Today is International Workers’ Day, when the achievements of the international workers movement are celebrated worldwide. It’s a day where we promise to respect other people's labour and love our work. A day where we promote KNOW COST instead of LOW COST so that the tragedies of labour abuse and worker exploitation are a thing of the past.
Last week, over 400 people died when Rana Plaza, an eight-storey building housing garment factories, collapsed outside the Bangladeshi capital of Dhaka. It was covered by nearly every major Western news body as “the worst accident in the history of the garment industry”.
Sadly, this is not an isolated incident. In 2005, the collapse of the Spectrum garment factory near Savar killed more than 60 workers while, in 2012, fires that broke out in two garment factories in Karachi and Lahore killed over 300 workers. More recently, 112 workers died in a fire at the Tazreen Fashions Factory in Ashulia last November; all because their building did not have any fire exits. These incidents are horrific, and tragically all could have been easily prevented.
Bangladesh has one of the largest garment industries in the world, providing cheap ready-made clothing for many Western retailers that benefit from its widespread low-cost labour. However, the industry has been widely criticised for the dangerous working conditions in its garment factories and the low pay and limited rights given to its labourers.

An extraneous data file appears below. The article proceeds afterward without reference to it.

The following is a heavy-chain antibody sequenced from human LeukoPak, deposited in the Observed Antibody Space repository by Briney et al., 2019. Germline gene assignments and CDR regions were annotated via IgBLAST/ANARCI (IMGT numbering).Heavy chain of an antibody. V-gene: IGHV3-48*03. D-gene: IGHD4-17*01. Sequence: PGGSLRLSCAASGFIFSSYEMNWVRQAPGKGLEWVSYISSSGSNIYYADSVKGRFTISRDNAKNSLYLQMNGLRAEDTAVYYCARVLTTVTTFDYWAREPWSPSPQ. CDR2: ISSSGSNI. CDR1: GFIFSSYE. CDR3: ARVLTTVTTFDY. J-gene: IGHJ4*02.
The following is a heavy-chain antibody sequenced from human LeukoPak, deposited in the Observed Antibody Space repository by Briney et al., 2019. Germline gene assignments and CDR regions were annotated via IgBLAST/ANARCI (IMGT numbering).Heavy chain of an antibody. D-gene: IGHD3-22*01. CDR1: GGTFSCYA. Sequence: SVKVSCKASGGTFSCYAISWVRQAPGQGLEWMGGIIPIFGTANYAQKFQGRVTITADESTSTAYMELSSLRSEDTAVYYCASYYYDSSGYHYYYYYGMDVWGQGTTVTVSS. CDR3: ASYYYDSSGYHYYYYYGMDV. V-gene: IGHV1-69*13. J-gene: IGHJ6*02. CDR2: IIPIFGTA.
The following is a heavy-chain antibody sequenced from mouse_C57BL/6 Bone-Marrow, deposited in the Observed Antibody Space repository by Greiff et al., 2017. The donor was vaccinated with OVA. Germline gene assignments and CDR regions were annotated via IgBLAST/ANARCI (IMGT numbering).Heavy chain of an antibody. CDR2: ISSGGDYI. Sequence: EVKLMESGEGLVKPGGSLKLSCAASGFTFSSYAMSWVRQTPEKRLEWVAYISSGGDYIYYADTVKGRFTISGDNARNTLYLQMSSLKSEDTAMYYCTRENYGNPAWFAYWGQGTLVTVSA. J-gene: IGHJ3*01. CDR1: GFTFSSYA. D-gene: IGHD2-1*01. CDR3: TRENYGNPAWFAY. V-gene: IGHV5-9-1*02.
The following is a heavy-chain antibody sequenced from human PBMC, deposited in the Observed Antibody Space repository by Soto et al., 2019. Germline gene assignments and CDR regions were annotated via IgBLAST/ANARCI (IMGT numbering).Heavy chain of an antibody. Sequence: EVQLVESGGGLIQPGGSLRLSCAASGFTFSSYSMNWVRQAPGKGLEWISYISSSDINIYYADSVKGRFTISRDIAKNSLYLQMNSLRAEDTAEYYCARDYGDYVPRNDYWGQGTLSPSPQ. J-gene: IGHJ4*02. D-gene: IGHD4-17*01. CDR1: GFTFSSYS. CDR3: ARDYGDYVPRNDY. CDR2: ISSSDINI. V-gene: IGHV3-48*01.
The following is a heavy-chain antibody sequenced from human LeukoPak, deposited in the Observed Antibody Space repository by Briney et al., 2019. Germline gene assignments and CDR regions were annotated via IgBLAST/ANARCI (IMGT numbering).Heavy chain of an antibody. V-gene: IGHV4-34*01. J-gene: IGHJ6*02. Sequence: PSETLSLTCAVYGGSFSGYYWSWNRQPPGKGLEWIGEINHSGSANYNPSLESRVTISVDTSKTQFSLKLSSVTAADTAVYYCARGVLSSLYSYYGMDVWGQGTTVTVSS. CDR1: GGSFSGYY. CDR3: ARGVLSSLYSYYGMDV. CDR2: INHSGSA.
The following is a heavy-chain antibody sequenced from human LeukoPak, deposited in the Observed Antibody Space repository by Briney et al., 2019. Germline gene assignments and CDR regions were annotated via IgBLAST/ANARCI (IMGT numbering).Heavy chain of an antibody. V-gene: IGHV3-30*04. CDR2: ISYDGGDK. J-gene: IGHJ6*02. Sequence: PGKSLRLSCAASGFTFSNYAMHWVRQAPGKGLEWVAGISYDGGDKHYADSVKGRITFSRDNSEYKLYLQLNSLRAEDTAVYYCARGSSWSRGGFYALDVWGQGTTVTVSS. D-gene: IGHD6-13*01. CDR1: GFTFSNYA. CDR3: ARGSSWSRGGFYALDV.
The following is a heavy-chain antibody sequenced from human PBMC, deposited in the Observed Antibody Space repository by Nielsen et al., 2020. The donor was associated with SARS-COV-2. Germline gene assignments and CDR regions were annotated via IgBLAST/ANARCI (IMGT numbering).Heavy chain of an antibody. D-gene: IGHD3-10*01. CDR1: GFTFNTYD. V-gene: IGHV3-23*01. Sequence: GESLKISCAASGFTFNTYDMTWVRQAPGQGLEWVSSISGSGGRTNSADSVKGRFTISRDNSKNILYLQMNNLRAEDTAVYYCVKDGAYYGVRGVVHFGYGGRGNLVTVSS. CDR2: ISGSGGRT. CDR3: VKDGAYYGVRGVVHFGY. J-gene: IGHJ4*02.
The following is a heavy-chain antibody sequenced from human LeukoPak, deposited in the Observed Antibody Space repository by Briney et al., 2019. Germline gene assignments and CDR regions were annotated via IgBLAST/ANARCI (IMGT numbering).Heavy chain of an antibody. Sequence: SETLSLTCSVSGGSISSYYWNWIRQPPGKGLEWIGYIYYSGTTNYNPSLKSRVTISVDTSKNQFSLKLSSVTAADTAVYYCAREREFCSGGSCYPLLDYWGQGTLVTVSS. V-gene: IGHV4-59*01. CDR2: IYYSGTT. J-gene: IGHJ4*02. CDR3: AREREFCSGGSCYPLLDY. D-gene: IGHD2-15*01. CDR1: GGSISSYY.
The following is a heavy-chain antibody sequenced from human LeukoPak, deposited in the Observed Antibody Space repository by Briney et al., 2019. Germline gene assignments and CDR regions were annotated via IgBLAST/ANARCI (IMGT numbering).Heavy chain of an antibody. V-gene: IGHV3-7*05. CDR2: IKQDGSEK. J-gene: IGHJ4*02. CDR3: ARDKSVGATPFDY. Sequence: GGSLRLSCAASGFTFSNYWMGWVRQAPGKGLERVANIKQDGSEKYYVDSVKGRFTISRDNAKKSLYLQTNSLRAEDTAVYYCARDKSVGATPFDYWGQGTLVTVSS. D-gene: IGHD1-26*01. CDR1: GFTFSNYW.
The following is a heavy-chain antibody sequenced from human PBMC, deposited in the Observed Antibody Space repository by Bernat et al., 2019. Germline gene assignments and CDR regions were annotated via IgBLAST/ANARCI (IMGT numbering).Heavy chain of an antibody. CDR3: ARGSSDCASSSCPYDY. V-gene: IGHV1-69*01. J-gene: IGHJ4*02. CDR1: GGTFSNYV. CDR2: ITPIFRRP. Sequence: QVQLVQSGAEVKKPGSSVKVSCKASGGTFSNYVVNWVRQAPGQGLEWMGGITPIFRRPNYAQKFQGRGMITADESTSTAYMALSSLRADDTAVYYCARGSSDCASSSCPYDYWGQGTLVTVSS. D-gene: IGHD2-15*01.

Writing on the “Business Fights Poverty” blog, Ayesha Mustafa, founder and director of Fashion ComPassion, said “I just can’t stand the idea that these factory owners believe that they are doing a huge service by providing jobs to the workers and lifting them out of poverty...just because people are poor they should not be given jobs that can cost them their lives”.
So what can we do to drive change in clothes industry? Here are our thoughts.
Firstly, as western consumers, we need to acknowledge that our consumption habits have direct knock-on effects through the global supply chain. We therefore need to become conscious consumers, thinking more carefully about the clothes that we buy.
We also feel that the retail industry is not doing enough to help protect the lives of their work force. Retailers should be encouraged to make rigorous checks on their manufacturers and suppliers, visiting factories on a regular basis to ensure proper health and safety regulations and fair labour standards are implemented. We feel that the retail industry can achieve a lot by supporting such strict measures.
Finally, the UK government and international regulatory bodies need to start advocating strict governing regulations for manufacturers and heavy fines for those who break them. There should also be checks made by International Labour Organizations and other NGO bodies to ensure that factory workers are not being exploited, have good working conditions and are getting a fair wage.
We, as consumers, hold the power to make change happen. Choose wisely, buy from brands who are transparent and celebrate the makers.
What do you think? How can we change the clothing industry to prevent industrial tragedies like Rana Plaza from happening again?
Send us your thought and comments to firstname.lastname@example.org or via our blog.
For more information about the Rana Plaza collapse and the responses to it, check out these articles from the Ethical Fashion Forum, Business Fights Poverty, Huffington Post, The BBC and The Guardian.